The module will use a blended learning strategy where student learning is supported and enhanced by both classroom contact and on-line support. Student study responsibilities will be based on bi-weekly practice sessions using the previous workshop as their information set.

Reflective learning will be based around the assessment where students will be required to submit draft work which will generate feed forward comments for the students to reflect on as they work on the preparation of assessments.


 

Learning outcomes

On successful completion of the module, students will:

(1) Appreciate the context in which business takes place;

(2) Understand the principles which underpin economics and finance;

(3) Understand the principles which underpin the behaviour of economic and financial  agents;

(4) Appreciate the importance of national income accounting in economic and financial thinking;

(5) Appreciate the link between theoretical principles and policy;

(6) Construct economic and financial arguments through the retrieval of information and data;

(7) Identify sources of internal and external funding for leisure and tourism businesses

(8) Understand basic practices of financial accounting

(9) Understand topical issues in relation to published financial data of cultural industries

Assessment strategy

Three pieces of written work.

Assessment 1: Using a real world business describe their economic background using workshop information up to and including week 15. All the economic aspects covered up to and including week 15 must be included in your description.  You are expected to collect real world data on your firm and to present this data in your background description. Word count – 1350 to 1650 words. Work submitted outside this range will be penalised. Weighting 30% of total mark. Due in week 18

Assessment 2: Prepare a financial statement and a cash flow forecast from data given. Weighting 30% of total mark. Due in week 21.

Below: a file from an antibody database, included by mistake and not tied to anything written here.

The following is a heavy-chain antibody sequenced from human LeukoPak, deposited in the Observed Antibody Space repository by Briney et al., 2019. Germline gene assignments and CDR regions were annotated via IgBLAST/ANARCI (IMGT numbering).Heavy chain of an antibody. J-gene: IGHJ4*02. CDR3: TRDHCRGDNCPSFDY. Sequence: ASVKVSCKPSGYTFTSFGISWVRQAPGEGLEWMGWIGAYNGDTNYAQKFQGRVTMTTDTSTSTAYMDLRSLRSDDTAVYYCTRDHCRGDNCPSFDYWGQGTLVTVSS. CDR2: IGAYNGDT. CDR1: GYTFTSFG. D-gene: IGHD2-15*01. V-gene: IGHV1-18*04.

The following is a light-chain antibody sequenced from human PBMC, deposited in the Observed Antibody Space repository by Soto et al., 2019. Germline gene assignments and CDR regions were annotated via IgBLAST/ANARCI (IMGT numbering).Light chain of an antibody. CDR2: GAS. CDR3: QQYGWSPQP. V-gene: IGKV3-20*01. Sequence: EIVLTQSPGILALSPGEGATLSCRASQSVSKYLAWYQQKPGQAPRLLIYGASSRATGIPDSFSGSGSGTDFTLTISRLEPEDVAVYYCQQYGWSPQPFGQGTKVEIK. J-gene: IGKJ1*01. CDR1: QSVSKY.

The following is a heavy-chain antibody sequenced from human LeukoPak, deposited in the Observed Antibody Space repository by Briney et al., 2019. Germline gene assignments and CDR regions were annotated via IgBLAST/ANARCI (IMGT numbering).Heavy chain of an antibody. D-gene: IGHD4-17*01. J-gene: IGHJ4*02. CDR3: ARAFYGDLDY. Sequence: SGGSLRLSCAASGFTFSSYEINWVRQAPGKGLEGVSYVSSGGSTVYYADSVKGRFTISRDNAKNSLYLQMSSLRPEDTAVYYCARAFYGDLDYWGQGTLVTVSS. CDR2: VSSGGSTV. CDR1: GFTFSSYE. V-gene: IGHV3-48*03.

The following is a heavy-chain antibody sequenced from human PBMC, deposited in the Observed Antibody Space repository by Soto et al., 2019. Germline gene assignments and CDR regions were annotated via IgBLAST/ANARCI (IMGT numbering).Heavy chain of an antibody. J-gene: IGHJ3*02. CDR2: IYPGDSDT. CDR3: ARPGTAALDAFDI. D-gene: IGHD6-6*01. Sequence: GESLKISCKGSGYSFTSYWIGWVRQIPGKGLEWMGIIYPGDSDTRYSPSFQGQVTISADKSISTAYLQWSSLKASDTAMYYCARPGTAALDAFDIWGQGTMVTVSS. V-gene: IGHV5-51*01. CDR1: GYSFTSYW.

Assessment 3: Using one of the listed companies given or the firm used in the first assessment, you are required to identify three economic and financial problems in the business (there must be at least one economic problem and one finance problem).  Propose solutions, using economic and financial knowledge and techniques, for each of the three problems. Word count – 1350 to 1650 words. Work submitted outside this range will be penalised. Weighting 40% of total mark. Due in week 30.

Bibliography

Key Texts:
Curran, J. (2005) Taking Fear Out of Economics, London, Business Press/Thomson Learning
Fardon, M and Cox.D (2008) Accounting, Worcester: Osborne Books

Essential reading:
Begg, D.K.H. (2008) Economics (ninth edition), New York, McGraw-Hill higher Education
Lipsey, R. and Chrystal , A. (2011)  Economics, twelfth edition, Oxford, Oxford University Press
Sloman, J. and Wride, A. (2009) Economics, seventh edition, Harlow, Financial Times/Prentice Hall
Sloman, J. and Hinde, K. (2007) Economics for Business, fourth edition, Harlow, Financial Times/Prentice Hall
Atrill, P and Mclaney, E (2008). Accounting and finance for non-specialists, London: Prentice Hall
Wood, F. and Sangster, a (2002) Frank Wood’s Business Accounting 1 (9th Edition), Harlow: Financial Times/ Prentice Hall
Dyson, J.R. (2003) Accounting for non-accounting students (6th Edition), Harlow: Financial Times/ Prentice Hall.
Mclaney, E. (2003) Business Finance: Theory and Practice, (6th Edition), Harlow: Financial Times/ Prentice Hall.